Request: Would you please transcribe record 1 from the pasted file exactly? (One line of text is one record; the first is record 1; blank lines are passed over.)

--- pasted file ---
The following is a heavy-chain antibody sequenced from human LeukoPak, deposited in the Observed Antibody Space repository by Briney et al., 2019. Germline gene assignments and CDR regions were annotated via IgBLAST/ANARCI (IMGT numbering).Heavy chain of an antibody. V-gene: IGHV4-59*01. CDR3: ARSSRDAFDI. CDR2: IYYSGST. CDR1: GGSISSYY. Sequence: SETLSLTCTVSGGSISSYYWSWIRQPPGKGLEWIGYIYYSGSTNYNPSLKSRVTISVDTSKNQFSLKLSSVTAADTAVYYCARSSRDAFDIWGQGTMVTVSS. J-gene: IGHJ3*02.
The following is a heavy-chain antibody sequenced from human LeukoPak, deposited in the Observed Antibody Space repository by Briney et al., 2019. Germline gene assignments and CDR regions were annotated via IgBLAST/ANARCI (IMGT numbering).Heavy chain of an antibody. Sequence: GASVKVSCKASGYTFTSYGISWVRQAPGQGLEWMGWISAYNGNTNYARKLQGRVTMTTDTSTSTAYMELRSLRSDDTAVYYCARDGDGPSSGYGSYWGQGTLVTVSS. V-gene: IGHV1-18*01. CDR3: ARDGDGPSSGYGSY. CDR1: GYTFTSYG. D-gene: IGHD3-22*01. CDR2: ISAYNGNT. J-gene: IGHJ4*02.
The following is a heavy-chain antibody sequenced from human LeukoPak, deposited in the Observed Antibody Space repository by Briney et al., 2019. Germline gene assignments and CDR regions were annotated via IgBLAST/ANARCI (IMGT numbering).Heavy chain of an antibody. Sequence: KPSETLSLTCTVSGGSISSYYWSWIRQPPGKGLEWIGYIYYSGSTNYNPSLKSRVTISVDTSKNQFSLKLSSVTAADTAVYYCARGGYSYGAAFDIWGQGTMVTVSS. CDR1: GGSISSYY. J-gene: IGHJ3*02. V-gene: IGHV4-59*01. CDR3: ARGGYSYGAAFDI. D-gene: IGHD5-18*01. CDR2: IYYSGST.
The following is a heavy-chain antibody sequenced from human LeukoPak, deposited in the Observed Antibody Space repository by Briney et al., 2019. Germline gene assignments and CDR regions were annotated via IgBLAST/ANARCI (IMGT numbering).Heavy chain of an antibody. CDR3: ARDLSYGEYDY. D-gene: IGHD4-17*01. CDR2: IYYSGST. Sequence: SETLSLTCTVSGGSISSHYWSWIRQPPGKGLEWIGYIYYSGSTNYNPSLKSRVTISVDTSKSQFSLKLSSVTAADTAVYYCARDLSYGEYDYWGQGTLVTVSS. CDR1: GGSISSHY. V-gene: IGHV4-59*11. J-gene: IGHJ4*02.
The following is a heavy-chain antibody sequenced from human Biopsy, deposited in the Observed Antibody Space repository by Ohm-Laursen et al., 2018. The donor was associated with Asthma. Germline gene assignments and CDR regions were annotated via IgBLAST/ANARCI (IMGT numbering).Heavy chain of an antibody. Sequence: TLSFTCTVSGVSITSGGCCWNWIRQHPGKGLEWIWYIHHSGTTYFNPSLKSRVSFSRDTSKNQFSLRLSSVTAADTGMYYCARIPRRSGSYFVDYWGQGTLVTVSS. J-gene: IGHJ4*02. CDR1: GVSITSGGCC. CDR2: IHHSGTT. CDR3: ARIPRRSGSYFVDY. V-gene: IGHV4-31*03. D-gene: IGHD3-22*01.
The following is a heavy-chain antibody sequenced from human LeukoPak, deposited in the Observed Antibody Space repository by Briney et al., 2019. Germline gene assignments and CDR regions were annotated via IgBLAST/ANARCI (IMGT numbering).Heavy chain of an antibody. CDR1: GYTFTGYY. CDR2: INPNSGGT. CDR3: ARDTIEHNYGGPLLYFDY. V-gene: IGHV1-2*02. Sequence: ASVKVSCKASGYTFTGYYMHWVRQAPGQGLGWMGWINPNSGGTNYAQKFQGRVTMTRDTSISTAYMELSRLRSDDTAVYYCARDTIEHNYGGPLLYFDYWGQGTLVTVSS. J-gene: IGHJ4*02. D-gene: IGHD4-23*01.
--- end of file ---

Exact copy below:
The following is a heavy-chain antibody sequenced from human LeukoPak, deposited in the Observed Antibody Space repository by Briney et al., 2019. Germline gene assignments and CDR regions were annotated via IgBLAST/ANARCI (IMGT numbering).Heavy chain of an antibody. V-gene: IGHV4-59*01. CDR3: ARSSRDAFDI. CDR2: IYYSGST. CDR1: GGSISSYY. Sequence: SETLSLTCTVSGGSISSYYWSWIRQPPGKGLEWIGYIYYSGSTNYNPSLKSRVTISVDTSKNQFSLKLSSVTAADTAVYYCARSSRDAFDIWGQGTMVTVSS. J-gene: IGHJ3*02.